Star Trek: Discovery episode two, “Battle of the Binary Stars” begins exactly at the terrible place we last left the USS Shenzhou, facing not one, but several Klingon ships, with many more dropping out of warp. But before we get to see how this turns out (hint: badly), a flashback takes us to the moment Burnham, accompanied by Sarek, meets Georgiou for the first time, aboard the Shenzhou.
I hate to use the word cute to describe Burnham’s manner in this scene, but it is…cute. Sonequa Martin-Green perfectly captures the injured air of the self-described Vulcan who is put out because she’s being sent to live among humans. She communicates, subtly, all the other emotions the character is working to squelch. Fear, anger, sadness, and loneliness, all of which she masks behind her slightly superior air towards Georgiou as she struggles to maintain her stiff upper lip (but is that bottom lip pouting slightly?). It’s clear she is not mommy’s, but daddy’s girl. This point made even clearer when he turns to leave, he gives her a slight smile, whispering “Behave”, which makes me fall in love with this Sarek, as much as I loved the original.
Of course, Georgiou wins her over with her warmth, humor, and commanding air, and between this moment and the one we saw between the two of them at the start of the first episode, the producers quickly establish us how close the two are. This makes the next scene that much harder to believe, because apparently, where Georgiou once saw a promising young captain-to-be, and a friend, she now sees a crazed mutineer.
Sure, there’s not a lot of time to analyze what is happening, and Georgiou arguably makes the best call based on years of experience. Still, wouldn’t she have given Burnham a little more benefit of the doubt, considering their friendship, her experience with Vulcans, AND the Vulcans’ experience with Klingons? But maybe not shooting her is that benefit of the doubt. Anyway, she relieves Burnham of duty and sends her to the brig, choosing to deal with the situation later.
Checking back in with the Klingons, we get a little more backstory on T’Kuvma (played with a great deal of gravitas by Chris Obi) and his mission, in the form of an explanation to the assembled holographic representations of the Klingon leaders present in their respective ships. I call this section of the episode “How Tkuvma Got His Honor Back” which, as usual for Klingons, involves avenging a dead father and some Klingon kid bullies. Oh, and Kahless because, uh, Kahless,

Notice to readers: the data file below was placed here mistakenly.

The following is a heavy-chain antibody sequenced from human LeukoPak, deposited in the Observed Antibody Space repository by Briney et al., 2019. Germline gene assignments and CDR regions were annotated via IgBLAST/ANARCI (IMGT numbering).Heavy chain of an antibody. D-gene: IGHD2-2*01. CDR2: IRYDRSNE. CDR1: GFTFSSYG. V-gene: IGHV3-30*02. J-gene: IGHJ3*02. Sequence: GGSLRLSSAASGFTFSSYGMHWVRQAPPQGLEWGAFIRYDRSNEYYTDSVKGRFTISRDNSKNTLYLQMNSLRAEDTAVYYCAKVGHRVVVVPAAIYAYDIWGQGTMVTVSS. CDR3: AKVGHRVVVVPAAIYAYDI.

His desire to unite the Klingon houses once again and take revenge on the Federation isn’t impressing the chiefs much, until Federation backup for the Shenzhou arrives in the form of more starships, proving to them that the “we come in peace” thing is the lie that T’Kuvma says it is. So the other Klingon leaders are basically like, “Cool. It’s on” and begin to kick Federation ass.
Burnham is missing the action and the computer won’t enlighten her since she’s a prisoner. Then one of her friends, injured and confused, shows up lost and looking for sick bay. He fills her in on what’s going on right before he becomes the first “red shirt” fatality of this series when the Shenzhou is fired on by the Klingons and most of the section he’s standing in gets blown into space.
Burnham is unconscious but safe, at least as long as the shields remain up outside her cell, but the rest of the brig is gone. We find out at this point that Sarek is able to communicate with her even though he is light-years away because, as he tells her, he placed part of his katra in her mind when she was a child (something he did or, rather, will do, with Picard years later) after a bombing on Vulcan leaves her near death. Now, he reaches out to remind her that she’s smart and tough enough (something he admits he might not have done enough in her life) to logic her way out of her current dilemma, which he never says he blames her for, by the way. Strengthened by his faith in her, she proceeds to try to figure out how to out-logic the computer into helping her escape the brig and certain death.
As the battle wages on, the Shenzhou and the other Federation ships are taking a beating when hope arrives in the form of the fashionably late USS Europa and her oh-so-tough–and-Star Fleet-y Admiral Brett Anderson (seriously Brett Anderson? It might as well be Admiral Ultimate Whiteguy).
The smug just rolls off his hologram (which appears on the bridge of the Shenzhou), in waves as he hails the Klingons, letting them know he represents the authority of the ENTIRE Federation and that he wants to negotiate a cease-fire. Of course, he just plays himself by putting a very clear target on his forehead. Militarily-speaking, there’s a reason why you don’t salute a superior officer in the field in a combat situation and why you wear subdued rank.
The next bit is some great television. T’Kuvma seems awed that he has the attention of the Federation in the person of this impressive Admiral and strokes his ego a bit by saying so, then agreeing to send an envoy to the Europa. Anderson (how did he get to be an Admiral?) is fooled into dropping shields. While the Admiral is basking in this diplomatic victory, his hologram starts to go wonky and he looks around asking what the hell that was. To tell you the truth, it is pretty disturbing to watch the Admiral’s hologram get more and more degraded and frantic because you can’t see what’s happening.